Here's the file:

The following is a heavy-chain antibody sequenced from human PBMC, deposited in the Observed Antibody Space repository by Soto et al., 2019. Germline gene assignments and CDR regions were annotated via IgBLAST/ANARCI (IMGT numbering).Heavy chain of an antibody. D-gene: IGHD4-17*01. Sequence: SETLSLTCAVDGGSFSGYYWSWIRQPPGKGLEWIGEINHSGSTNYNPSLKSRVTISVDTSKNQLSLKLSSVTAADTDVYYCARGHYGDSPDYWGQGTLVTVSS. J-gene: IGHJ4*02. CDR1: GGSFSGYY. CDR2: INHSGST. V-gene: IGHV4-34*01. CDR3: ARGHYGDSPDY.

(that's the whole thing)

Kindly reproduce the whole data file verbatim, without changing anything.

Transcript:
The following is a heavy-chain antibody sequenced from human PBMC, deposited in the Observed Antibody Space repository by Soto et al., 2019. Germline gene assignments and CDR regions were annotated via IgBLAST/ANARCI (IMGT numbering).Heavy chain of an antibody. D-gene: IGHD4-17*01. Sequence: SETLSLTCAVDGGSFSGYYWSWIRQPPGKGLEWIGEINHSGSTNYNPSLKSRVTISVDTSKNQLSLKLSSVTAADTDVYYCARGHYGDSPDYWGQGTLVTVSS. J-gene: IGHJ4*02. CDR1: GGSFSGYY. CDR2: INHSGST. V-gene: IGHV4-34*01. CDR3: ARGHYGDSPDY.